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Bebop Spoken There

More from Jazz Monthly:

John Postgate: "Oscar Peterson played a good solo in 1954..." - (Jazz Monthly August 1960)

Bill Evans: "A composer writes something, and an orchestra interprets it--he spends maybe six months writing 10 minutes of music, but a jazz musician spends 10 minutes of playing 10 minutes of music, and he performs it himself". - (Jazz Monthly July1960).

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Today Saturday October 21

Afternoon

???????

Evening

Tees Valley Jazzmen - Sadberge Village Hall, 5 Beacon Grange Park, Sadberge, Darlington DL2 1TW. 7:30pm. £9.00. inc cheese & biscuits, BYOB.

Mat Maneri/Evan Parker/Lucian Ban: Sounding Tears - Sage Gateshead. 7:45pm. £13.50.

The Exiles - The Globe, 11 Railway St., Newcastle NE4 7AD. 8:00pm. £5.00. Line-up: Dave Hignett (trumpet), Niall Armstrong (tenor sax), Mike Cunningham (piano), Hazel Hanley (double bass) & Paul ‘Sid’ Wight (drums).

George Shovlin & the Radars - Billy Bootleggers, Nelson St, Newcastle NE1 5AN. 9:00pm. Free.

To the best of our knowledge, details of the above events are correct but may be subject to alteration.

Wednesday, October 11, 2017

Maja Bugge + Lilli Unwin Band @ The Bridge Hotel, Newcastle - October 8

Maja Bugge  (cello)
(Review/photos courtesy of Ken Drew)
Maja Bugge is a Norwegian cellist and composer based in Lancaster. She is currently a Northern Line artist for Jazz North where she performs music inspired by the simultaneously beautiful and brutal landscapes of the north of Norway, where she was born and brought up. Maja’s unique sound explores stillness and repetition, harmony and dissonance. Her music balances melody and rhythm with external ambiance, acoustics and atmosphere.  So says the info preceding this concert, and it is spot on!  Tonight we heard beautiful, meditative soundscapes blending everyday sounds, melody and improvisation, coupled with the expressive sounds of a lone 'cello sounding out the natural ambiance and acoustics of the performance space which for tonight was the Bridge Hotel (where many musicians enjoy and comment on the acoustics of the room). But her background is more wide-ranging than this…..
First tune - an image of the Lofoten Islands featuring the sounds of gulls diving into the sea. Having been there, and seen gulls (terns) in action, diving for food, it was quite an evocative piece nicely depicting that atmosphere.   Then an excerpt from a piece played the day before in the Standedge Tunnel (as part of the Marsden Jazz Festival) - recreating the various sounds heard from a travelling barge. These included slapping the cello and scraping/sliding hands over it to simulate the sounds of a barge being ‘walked’ through a canal tunnel, plus the sounds of dripping water.   Next, Meditation depicting peace and chaos. We were invited to close our eyes and enjoy, if not fall asleep, to these gentle sounds.  Quite slow, soulful, almost poignant sounds, sometimes wailing too, but overall, meditative and calming.  This was followed by a ‘local piece’ where the audience were invited to suggest themes for Bugge to depict. So ‘trains’, ‘river’ and ’hen parties’ were suggested.  A rather brief piece not quite capturing the ambiance of Newcastle we were expecting, but a brave attempt.  I think an immersive experience is called for!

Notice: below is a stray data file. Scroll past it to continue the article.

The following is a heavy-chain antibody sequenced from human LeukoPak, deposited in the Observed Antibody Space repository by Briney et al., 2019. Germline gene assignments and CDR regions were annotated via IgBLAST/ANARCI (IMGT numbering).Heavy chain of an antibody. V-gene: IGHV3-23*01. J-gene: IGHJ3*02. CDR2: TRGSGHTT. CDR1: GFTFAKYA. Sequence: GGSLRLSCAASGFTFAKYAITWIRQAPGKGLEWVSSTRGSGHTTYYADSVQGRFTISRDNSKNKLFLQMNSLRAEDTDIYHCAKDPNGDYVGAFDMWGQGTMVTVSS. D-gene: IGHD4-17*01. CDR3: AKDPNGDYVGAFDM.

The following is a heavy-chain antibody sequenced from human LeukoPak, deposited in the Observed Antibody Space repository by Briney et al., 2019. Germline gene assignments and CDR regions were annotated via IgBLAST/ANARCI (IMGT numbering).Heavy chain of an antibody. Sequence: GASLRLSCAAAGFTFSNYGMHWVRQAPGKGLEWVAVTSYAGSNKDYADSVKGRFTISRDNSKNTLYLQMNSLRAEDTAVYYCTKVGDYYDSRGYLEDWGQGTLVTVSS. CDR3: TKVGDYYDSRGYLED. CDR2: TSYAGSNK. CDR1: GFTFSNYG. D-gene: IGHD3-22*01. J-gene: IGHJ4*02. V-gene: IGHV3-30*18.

Then Echoes, a piece Bugge performed in a huge oil container where I guess the ambient reverberation made quite an impact to the piece. It was not so easy to imagine the sound within a huge cavernous oil drum, but an echo effects machine would certainly have killed the moment.  Finally, Shelter (I think).  Back to the sea again, producing the sounds of waves lapping up against the sandy beaches around the Lofoten Islands.   The sounds of rippling waves were very distinct and effective.  Included bowing the strings very close to the bridge to alter the tonality, just as you hear as you walk along a beach with overlapping waves racing to greet the shore.